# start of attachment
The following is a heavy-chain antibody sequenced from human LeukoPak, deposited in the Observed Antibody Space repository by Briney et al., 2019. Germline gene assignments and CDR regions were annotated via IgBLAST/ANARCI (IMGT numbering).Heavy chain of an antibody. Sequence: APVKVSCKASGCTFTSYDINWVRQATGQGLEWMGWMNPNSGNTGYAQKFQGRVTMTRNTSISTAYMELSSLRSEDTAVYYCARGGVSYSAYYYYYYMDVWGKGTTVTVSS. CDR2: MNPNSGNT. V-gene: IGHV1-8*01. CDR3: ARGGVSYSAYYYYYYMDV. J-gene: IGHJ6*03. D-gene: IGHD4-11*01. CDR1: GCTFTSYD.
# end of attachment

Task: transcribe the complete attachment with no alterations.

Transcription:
The following is a heavy-chain antibody sequenced from human LeukoPak, deposited in the Observed Antibody Space repository by Briney et al., 2019. Germline gene assignments and CDR regions were annotated via IgBLAST/ANARCI (IMGT numbering).Heavy chain of an antibody. Sequence: APVKVSCKASGCTFTSYDINWVRQATGQGLEWMGWMNPNSGNTGYAQKFQGRVTMTRNTSISTAYMELSSLRSEDTAVYYCARGGVSYSAYYYYYYMDVWGKGTTVTVSS. CDR2: MNPNSGNT. V-gene: IGHV1-8*01. CDR3: ARGGVSYSAYYYYYYMDV. J-gene: IGHJ6*03. D-gene: IGHD4-11*01. CDR1: GCTFTSYD.